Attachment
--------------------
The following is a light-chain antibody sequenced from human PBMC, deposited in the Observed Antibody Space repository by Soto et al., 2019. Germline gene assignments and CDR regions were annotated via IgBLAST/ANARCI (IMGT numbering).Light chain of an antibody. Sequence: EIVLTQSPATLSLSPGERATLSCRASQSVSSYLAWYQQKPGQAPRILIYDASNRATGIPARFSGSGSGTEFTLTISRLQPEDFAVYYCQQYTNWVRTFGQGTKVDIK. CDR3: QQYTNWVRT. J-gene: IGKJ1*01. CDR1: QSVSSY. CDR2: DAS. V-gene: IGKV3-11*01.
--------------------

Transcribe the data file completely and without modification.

The following is a light-chain antibody sequenced from human PBMC, deposited in the Observed Antibody Space repository by Soto et al., 2019. Germline gene assignments and CDR regions were annotated via IgBLAST/ANARCI (IMGT numbering).Light chain of an antibody. Sequence: EIVLTQSPATLSLSPGERATLSCRASQSVSSYLAWYQQKPGQAPRILIYDASNRATGIPARFSGSGSGTEFTLTISRLQPEDFAVYYCQQYTNWVRTFGQGTKVDIK. CDR3: QQYTNWVRT. J-gene: IGKJ1*01. CDR1: QSVSSY. CDR2: DAS. V-gene: IGKV3-11*01.